I have been in the insurance business for five decades. During that time I’ve been heavily involved in the sale of dram shop insurance to bars, taverns, and restaurants.
Dram shop insurance is another name for liquor legal liability insurance. About twenty years ago my agency sold dram shop insurance to one out of every three liquor licensees in the State of Minnesota.
More recently I insured about 5% of the market. I have seen the carnage involved in alcohol-impaired traffic violations and find drunk driving to be repulsive. However, I’m a realist. The huge losses I’ve seen come through my agency almost always involve someone who is extremely alcohol-impaired with a BAC over .15. In my experience it is uncommon for the driver in an alcohol-impaired fatality to be “slightly” impaired.
My experience seems to be typical, in that according to the NHTSA, in 2010, 58% of the drivers who were involved in a fatal crash who had a BAC of .01 or higher — had a BAC at or above .15. The most often recorded BAC level among drinking drivers in fatal crashes for 2010 was .15.
In case you think I’m a shill for the liquor industry, let me assure you I currently place insurance on very few bars. Those I do place tend to be in North Dakota where roughnecks from the oilfield are the main customers. Those young gentlemen aren’t really influenced by DWI laws. Having ignored the common sense that tells you not to put your life on the line for economic gain, they’re not about to start thinking rationally when it comes to curbing their recreation.
Approximately 30% of those arrested for DWI have been caught in the past.
Drivers with a BAC level of .08 or higher in fatal crashes in 2010 were four times more likely to have a prior conviction for driving while impaired than were drivers with no alcohol. That seems to suggest that the current stringent laws are NOT a good deterrent for those who need it the most.
Hardcore drunk drivers, drivers one website estimates have an average of seven DUIs each, are highly resistant to behavioral change. They ARE the problem. Rather than direct our efforts at the casual drinker, we should be concerning ourselves with the Hardcore drunk through swift identification, certain punishment, and effective treatment.
A BAC of .08 is illegal in all states. Four beers in two hours would result in an illegal blood alcohol level for a 140 pound female. There is a move afoot to drop the illegal BAC level to .05, which would have that same female legally drunk after three beers in two hours. The logical extension of this argument is to make a BAC level of .01 become illegal. Before you think that is an overreach, consider the CDC’s recommendation listed above that there be “zero tolerance” for those under 21.
In May of this year (2013) when the National Transportation Board recommended that all 50 states adopt an illegal BAC level of .05, its chairman Deborah Hersman said, “Most Americans think that we’ve solved the problem of impaired driving, but in fact, it’s still a national epidemic.” Her statement is just one example of heated rhetoric, in that the CDC defines an epidemic as “The occurrence of more cases of disease than expected in a given area or among a specific group of people over a particular period of time.”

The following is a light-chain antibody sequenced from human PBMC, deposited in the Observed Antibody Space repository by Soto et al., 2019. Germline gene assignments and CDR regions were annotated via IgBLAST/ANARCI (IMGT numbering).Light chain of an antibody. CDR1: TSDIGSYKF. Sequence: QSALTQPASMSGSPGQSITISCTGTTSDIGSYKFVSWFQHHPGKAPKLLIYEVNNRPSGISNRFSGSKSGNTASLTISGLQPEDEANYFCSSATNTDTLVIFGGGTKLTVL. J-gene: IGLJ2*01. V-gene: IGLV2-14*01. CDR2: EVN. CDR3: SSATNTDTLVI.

In reality, the national number of fatalities due to alcohol impaired driving is quite predictable . . . and comparable to the number of deaths due to excessive speed. There were 9,944 deaths related to excessive speed in 2011.
Imagine the intense negative reaction if our laws were changed to put people in jail for traveling 10 to 20 mph over the speed limit. What we’re doing with alcohol violations is very much that kind of nonsense.
In Lewis Carroll’s novella, Through the Looking Glass, there’s a wonderful dialogue between Alice and the Red Queen:
“Well, in our country,” said Alice, still panting a little, “you’d generally get to somewhere else — if you run very fast for a long time, as we’ve been doing.”
“A slow sort of country!” said the Queen. “Now, here, you see, it takes all the running you can do, to keep in the same place. If you want to get somewhere else, you must run at least twice as fast as that!”
Reducing the level of a legal BAC has worked to marginally reduce deaths at a Draconian price, so the prevailing logic seems to be let’s double that horrible price WE pay and reduce the number slightly more.
In the same year, 2010, that 10,228 people died in alcohol-related auto accidents 597,689 people died from heart disease. Heart Disease is mostly manageable and avoidable in many instances. Why haven’t we attacked that insidious killer with the same fervor? Why isn’t it a crime to eat a triple-decker burger and large fries? Why aren’t people mandated by law to take cholesterol-lowering drugs with electronic devices used to assure compliance?
Cigarette smoking causes one out of every five deaths in the U.S. each year. A tenth of those are due to second-hand smoke. Why aren’t we throwing smokers into jail?